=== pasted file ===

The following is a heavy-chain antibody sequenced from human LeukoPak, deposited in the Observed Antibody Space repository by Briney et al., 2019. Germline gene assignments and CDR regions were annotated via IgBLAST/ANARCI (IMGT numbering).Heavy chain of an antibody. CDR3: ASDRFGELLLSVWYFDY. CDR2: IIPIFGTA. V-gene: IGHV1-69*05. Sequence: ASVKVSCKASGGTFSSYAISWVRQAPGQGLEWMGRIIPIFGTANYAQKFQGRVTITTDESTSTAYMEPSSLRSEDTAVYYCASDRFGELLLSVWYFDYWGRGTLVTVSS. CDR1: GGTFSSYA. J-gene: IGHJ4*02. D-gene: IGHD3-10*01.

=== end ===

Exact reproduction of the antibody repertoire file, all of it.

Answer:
The following is a heavy-chain antibody sequenced from human LeukoPak, deposited in the Observed Antibody Space repository by Briney et al., 2019. Germline gene assignments and CDR regions were annotated via IgBLAST/ANARCI (IMGT numbering).Heavy chain of an antibody. CDR3: ASDRFGELLLSVWYFDY. CDR2: IIPIFGTA. V-gene: IGHV1-69*05. Sequence: ASVKVSCKASGGTFSSYAISWVRQAPGQGLEWMGRIIPIFGTANYAQKFQGRVTITTDESTSTAYMEPSSLRSEDTAVYYCASDRFGELLLSVWYFDYWGRGTLVTVSS. CDR1: GGTFSSYA. J-gene: IGHJ4*02. D-gene: IGHD3-10*01.